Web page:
Income inequality, mortality, and self rated health: meta-analysis of multilevel studies
van Dam, Rob M.
Subramanian, S. V.
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CitationKondo, N., G. Sembajwe, I. Kawachi, R. M van Dam, S V Subramanian, and Z. Yamagata. 2009. “Income Inequality, Mortality, and Self Rated Health: Meta-Analysis of Multilevel Studies.” BMJ 339 (nov10 2): b4471–b4471. https://doi.org/10.1136/bmj.b4471.
AbstractObjective To provide quantitative evaluations on the association between income inequality and health.Design Random effects meta-analyses, calculating the overall relative risk for subsequent mortality among prospective cohort studies and the overall odds ratio for poor self rated health among cross sectional studies.Data sources PubMed, the ISI Web of Science, and the National Bureau for Economic Research database.Review methods Peer reviewed papers with multilevel data.Results The meta-analysis included 59 509 857 subjects in nine cohort studies and 1 280 211 subjects in 19 cross sectional studies. The overall cohort relative risk and cross sectional odds ratio (95% confidence intervals) per 0.05 unit increase in Gini coefficient, a measure of income inequality, was 1.08 (1.06 to 1.10) and 1.04 (1.02 to 1.06), respectively. Meta-regressions showed stronger associations between income inequality and the health outcomes among studies with higher Gini (>= 0.3), conducted with data after 1990, with longer duration of follow-up (>7 years), and incorporating time lags between income inequality and outcomes. By contrast, analyses accounting for unmeasured regional characteristics showed a weaker association between income inequality and health.Conclusions The results suggest a modest adverse effect of income inequality on health, although the population impact might be larger if the association is truly causal. The results also support the threshold effect hypothesis, which posits the existence of a threshold of income inequality beyond which adverse impacts on health begin to emerge. The findings need to be interpreted with caution given the heterogeneity between studies, as well as the attenuation of the risk estimates in analyses that attempted to control for the unmeasured characteristics of areas with high levels of income inequality.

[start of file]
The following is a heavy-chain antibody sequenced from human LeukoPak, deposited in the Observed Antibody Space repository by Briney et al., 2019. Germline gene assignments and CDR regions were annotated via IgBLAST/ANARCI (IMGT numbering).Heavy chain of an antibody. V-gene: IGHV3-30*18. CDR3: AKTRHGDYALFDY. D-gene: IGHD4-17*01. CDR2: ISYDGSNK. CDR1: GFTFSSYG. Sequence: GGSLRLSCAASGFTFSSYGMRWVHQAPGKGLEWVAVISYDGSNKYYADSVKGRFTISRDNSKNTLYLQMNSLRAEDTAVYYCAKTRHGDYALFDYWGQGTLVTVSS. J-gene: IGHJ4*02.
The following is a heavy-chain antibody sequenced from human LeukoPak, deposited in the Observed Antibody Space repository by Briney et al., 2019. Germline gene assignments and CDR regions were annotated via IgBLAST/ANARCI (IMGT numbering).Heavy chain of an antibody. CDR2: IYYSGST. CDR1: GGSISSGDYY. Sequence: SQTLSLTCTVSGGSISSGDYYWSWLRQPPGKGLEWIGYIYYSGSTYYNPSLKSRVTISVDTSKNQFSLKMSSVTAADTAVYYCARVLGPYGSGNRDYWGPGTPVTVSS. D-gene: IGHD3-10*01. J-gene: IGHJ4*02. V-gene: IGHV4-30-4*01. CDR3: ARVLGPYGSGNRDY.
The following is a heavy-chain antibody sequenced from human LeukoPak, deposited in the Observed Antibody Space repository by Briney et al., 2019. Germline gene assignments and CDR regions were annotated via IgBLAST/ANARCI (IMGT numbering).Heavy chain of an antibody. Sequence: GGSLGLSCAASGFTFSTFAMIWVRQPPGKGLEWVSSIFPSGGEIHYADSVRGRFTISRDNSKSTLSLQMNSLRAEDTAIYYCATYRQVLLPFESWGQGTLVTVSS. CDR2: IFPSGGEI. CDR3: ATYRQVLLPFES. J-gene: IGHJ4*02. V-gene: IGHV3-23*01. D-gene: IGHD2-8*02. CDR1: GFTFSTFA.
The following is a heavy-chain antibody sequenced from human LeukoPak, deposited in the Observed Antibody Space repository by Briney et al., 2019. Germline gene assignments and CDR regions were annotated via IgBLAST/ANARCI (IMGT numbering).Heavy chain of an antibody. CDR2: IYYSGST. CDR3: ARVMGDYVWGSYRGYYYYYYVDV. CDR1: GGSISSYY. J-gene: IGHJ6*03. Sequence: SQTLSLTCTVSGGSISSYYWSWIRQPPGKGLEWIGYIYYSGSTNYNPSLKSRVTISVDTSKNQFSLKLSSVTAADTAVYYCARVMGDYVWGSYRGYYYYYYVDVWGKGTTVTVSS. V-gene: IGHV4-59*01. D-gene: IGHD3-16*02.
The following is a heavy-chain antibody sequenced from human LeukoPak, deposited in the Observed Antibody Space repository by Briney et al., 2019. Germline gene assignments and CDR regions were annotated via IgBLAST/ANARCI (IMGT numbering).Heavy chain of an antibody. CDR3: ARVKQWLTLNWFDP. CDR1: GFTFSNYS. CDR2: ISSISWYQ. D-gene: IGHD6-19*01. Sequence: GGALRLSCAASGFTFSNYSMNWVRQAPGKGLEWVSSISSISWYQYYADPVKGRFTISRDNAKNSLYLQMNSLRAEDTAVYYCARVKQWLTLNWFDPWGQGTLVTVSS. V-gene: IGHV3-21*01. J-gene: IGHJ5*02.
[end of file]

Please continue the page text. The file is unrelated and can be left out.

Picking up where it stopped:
Citable link to this pagehttp://nrs.harvard.edu/urn-3:HUL.InstRepos:41275508
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